Why Shy Is A Good Word

When my daughter was born she was very quickly labelled SHY. Before the ripe old age of 6 months people had started calling her by the ‘s-word’ and it spiraled from there. She spent most of the first 3 years of her life in my arms or on my lap. She rarely wanted to go to anyone else, even many family members. It took her a long time to get comfortable with people. You had to work hard to get into her inner circle. Few people really took the time (on the flip side those who did were deeply entrenched in her heart and still are).

She was slow to warm up to new people.

She took her time getting used to new places.

She was attached to me.

For a long time my husband and I tried to re-frame the conversation. To re-state what people said to her in a different way.

“Oh, she is sure shy, hey?” = “She takes her time getting to know people.”

“She’s a shy little mama’s girl.” = “She feels safe with me.”

On and on it went. Before she was even a year old I realized we were never going to escape the word shy. She was going to hear it in reference to herself on nearly a daily basis. So I stopped trying to avoid the word. Stopped trying to re-frame what people were saying in different words.

Instead I embraced the word. SHY. SHY. SHY. I said it to myself 1000 times to try and change the feel of it for myself. Eventually it worked.

“Yes, everyone is shy sometimes, aren’t they? I know I am!”

This became my new default go-to response. Turning it from a negative into a positive.

When she was 2 she started saying “I’m feeling shy right now, mama”. And I told her always that was just fine. That I feel shy sometimes too. She stayed in my arms whenever she wanted and needed to.

When she was 3 she suddenly became interested in other kids. She started running up to them on the playground and telling them her name. Asking them to play. If they wanted to be her friend. I won’t say I wasn’t shocked. I was pretty floored at first. This little girl who buried her head in my shoulder when people talked to her was now initiating conversation with people of all ages. (The best was when the 15 year-olds would take her up on her offer to play and climb around the playground with her. I hope my 15 year-olds do that one day.)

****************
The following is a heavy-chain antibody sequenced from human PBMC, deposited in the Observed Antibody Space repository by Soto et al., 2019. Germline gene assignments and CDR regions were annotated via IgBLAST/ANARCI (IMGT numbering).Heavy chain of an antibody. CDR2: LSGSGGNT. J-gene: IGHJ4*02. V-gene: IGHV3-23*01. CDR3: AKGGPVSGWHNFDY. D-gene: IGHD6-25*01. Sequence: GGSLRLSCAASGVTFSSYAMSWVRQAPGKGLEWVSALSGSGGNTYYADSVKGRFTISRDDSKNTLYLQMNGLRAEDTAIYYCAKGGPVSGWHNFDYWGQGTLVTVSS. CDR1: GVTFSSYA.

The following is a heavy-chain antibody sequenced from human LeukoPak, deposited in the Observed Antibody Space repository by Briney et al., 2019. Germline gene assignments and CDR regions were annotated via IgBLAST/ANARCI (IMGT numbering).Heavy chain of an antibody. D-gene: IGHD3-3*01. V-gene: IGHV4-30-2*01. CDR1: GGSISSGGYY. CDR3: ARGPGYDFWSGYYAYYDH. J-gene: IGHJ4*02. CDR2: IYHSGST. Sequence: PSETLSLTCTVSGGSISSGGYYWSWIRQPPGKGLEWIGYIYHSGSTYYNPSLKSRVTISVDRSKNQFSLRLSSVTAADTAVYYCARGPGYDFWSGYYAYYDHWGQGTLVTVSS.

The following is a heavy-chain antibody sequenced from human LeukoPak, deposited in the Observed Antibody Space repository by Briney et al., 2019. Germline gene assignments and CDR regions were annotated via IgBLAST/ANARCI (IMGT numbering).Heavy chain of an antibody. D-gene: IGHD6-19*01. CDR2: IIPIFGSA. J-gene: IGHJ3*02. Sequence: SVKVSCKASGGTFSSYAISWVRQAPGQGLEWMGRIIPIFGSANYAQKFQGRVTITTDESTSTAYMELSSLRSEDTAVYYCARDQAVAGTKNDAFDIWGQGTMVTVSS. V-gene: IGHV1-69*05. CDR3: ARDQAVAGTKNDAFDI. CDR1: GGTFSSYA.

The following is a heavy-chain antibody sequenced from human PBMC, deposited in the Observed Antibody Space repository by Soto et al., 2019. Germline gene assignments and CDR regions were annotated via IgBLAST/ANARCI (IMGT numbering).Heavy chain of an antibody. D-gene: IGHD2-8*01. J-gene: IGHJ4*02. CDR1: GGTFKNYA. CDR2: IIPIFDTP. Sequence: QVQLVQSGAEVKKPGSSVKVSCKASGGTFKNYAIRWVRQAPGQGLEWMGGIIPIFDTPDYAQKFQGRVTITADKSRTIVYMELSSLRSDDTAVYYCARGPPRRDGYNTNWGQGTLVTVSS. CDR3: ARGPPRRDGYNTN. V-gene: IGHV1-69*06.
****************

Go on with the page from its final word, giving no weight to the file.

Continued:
We never pushed her. Not once. We kept her in our arms where she felt safe for as long as she wanted. If people asked her questions and she buried her head in our shoulders we would answer for her. We didn’t send her to daycare or preschool ‘to get her used to being away from us’. We didn’t taunt her for ‘feeling shy right now’. We just let her be her.

I can’t say I didn’t worry from time to time that she was never going to want to talk to another child, but that worry never led me to push her out of her comfort zone. I knew she was still so tiny, that it was my job to just keep her safe and make her feel secure. If she was going to sit on my lap until she was 12 then so be it. And some kids do just that. And that’s normal too.

It’s hard not to let the voices of so-called reason get to you after awhile. All those people nattering in your ear, telling you your child needs more opportunities for socialization. That they are going to be glued to us forever if we don’t PUSH them out into the world.

I don’t have teenagers yet but my theory is the more we push our kids away from us in the name of independence when they are little, the further they are going to run away from us when they are teenagers. This is not the relationship I want now or in the future with my kids.

I see so many parents PUSHING (figuratively and literally) their kids to not be shy, as though it’s some kind of reflection on them personally if their child doesn’t want to chat about the weather with strangers. Or doesn’t want to play with other children their own age. Or any age. There is this pervasive fear of socialization issues. Like we must force our children to get past their discomfort in various social situations or they won’t turn into successful adults. It’s just not true. There is a reason human childhood is so long. Sure if you lock them up in a room with no interaction with other humans they are going to turn out a little strange. But kids interact with all kinds of people on a regular basis in all different ways. Forcing them to do anything isn’t necessary. Just live life. Let them live it with you. Support them. Love them. Help them feel safe. Let them be shy for a day or a week or a year or for one little moment. Let them grow at their own pace. You can’t stop them but you can certainly help it be more or less enjoyable depending on how you treat them.

My shy girl is now a talkative, opinionated four year old who loves her friends and family fiercely. She still has days where she is feeling a little shy, and that will always be ok.

Because everyone is shy sometimes. I know I am.

jesswrittenby

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